Cross-channel marketing: why you shouldn’t put all your eggs in the Google basket
- Very few SMBs use multiple channels for their online advertising
- Facebook is the most effective channel based on the cost for CPM and CPC
- It’s important to remember that every business is unique when it comes to deciding on budget allocation
For any business in the software as a service (SaaS) space, data analysis and science are crucial to ensure they keep pushing ahead to reveal those insights that can really make a difference. With this in mind, the Cambridge MBA team looked to leverage Adzooma’s extensive data to identify new ways for SMBs to maximize their ad spend with cross-channel marketing.
For the team at Cambridge University, this was an exciting opportunity to produce some truly unique insights, given that even the big players such as Google and Microsoft only have data that pertains to their individual channels. The project promised to provide a much broader view and deliver some new insights thanks to the access to anonymized data from thousands of accounts across the three big platforms via Adzooma.
A cross-channel approach
The findings immediately identified that very few SMB customers use multiple channels (Facebook, Google, and Microsoft).
Although this wasn’t part of the main project, it was a really interesting piece of analysis and it’s something we’ve stressed the importance of a lot. Most people just stick to Google, for example, as that’s where they think they should be but that’s not always the best case for everyone’s business, and being seen across multiple touchpoints – or at least trying out multiple channels – can be crucial to digital marketing success.
Our analysis found Facebook to be the most conducive channel for SMBs based on cost (CPM, CPC) as well as return (impressions, clicks), however, it was Microsoft that came out on top for reaching a more professional and affluent audience.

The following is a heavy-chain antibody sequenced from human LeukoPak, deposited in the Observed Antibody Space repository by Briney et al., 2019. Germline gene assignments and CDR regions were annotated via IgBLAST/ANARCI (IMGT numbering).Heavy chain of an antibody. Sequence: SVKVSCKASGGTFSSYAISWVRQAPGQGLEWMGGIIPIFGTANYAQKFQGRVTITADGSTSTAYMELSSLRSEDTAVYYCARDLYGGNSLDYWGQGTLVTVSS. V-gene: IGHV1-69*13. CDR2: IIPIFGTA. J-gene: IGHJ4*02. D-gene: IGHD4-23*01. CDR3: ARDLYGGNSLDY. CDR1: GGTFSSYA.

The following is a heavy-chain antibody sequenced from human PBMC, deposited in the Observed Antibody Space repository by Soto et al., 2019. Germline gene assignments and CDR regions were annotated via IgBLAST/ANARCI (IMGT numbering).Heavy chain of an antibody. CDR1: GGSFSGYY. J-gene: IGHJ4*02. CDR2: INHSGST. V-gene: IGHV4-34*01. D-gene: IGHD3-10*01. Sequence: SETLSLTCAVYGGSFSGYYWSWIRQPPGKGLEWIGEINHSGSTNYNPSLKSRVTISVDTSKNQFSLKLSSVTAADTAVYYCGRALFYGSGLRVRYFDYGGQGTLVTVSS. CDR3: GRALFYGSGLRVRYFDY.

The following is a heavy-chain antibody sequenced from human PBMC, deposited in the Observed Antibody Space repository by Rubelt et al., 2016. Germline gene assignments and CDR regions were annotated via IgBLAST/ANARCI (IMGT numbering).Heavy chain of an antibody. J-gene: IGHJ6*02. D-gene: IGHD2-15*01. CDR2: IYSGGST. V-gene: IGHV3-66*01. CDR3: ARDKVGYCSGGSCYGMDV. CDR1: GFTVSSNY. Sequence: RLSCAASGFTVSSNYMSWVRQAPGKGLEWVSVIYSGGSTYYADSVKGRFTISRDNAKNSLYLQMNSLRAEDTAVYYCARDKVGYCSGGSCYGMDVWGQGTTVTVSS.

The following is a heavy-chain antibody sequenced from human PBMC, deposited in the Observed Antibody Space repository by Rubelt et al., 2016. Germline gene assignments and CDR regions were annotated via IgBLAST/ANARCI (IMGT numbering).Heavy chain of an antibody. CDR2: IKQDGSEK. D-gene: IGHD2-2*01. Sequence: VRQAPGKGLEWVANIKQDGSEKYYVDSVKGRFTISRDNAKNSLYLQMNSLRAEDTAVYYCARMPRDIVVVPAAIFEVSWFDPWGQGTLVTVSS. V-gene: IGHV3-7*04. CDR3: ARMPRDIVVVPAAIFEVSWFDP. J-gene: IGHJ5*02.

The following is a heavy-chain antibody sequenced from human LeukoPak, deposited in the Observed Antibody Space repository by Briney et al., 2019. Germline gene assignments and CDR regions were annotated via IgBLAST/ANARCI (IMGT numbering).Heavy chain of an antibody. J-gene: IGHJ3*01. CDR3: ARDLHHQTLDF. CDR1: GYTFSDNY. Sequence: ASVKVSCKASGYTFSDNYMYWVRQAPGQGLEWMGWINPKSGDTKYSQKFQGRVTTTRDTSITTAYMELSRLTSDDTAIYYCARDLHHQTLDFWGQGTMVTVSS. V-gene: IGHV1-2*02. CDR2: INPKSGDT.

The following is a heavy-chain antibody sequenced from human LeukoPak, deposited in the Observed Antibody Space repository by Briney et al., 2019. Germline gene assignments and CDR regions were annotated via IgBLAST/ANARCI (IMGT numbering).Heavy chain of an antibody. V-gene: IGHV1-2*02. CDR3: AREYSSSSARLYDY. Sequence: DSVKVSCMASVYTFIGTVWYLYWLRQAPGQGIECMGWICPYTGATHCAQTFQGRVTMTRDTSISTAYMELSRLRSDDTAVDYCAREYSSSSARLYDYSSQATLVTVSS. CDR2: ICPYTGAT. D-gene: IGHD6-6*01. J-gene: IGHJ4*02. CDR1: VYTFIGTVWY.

The research highlighted the importance of pre-determining your specific target audience. Hence, when it comes to choosing the channel – or channels – for your business it’s really worth thinking about what you are trying to achieve with your ad spend and who you’re truly trying to reach.
What are you really trying to achieve?
Right at the offset, it’s important to think about your end goal and ask yourself who are the customers you are looking to target and what is the most efficient way to get to them.
Existing research told us that for SMBs acquiring new customers was the most chased goal on the customer journey followed by ‘generating awareness’, ‘generating leads’, and ‘retaining customers’.
Taking this into account, the Cambridge team found that merging the traditional sales funnel with the customer lifecycle model would be the best way for an SMB to manage its overall marketing goals.
Overlapping resolution methodology then allowed the team to determine the impact of cost on different marketing channels. This way, SMBs would be able to effectively determine which platform is best to use when similarities occur.
We found through the research that it was the choice of the channel itself that had the most significant impact on both CPM and CPC. Having determined a connection between channel and cost KPIs, further research was conducted to find out the average CPM and CPC across Google, Facebook, and Microsoft Ads.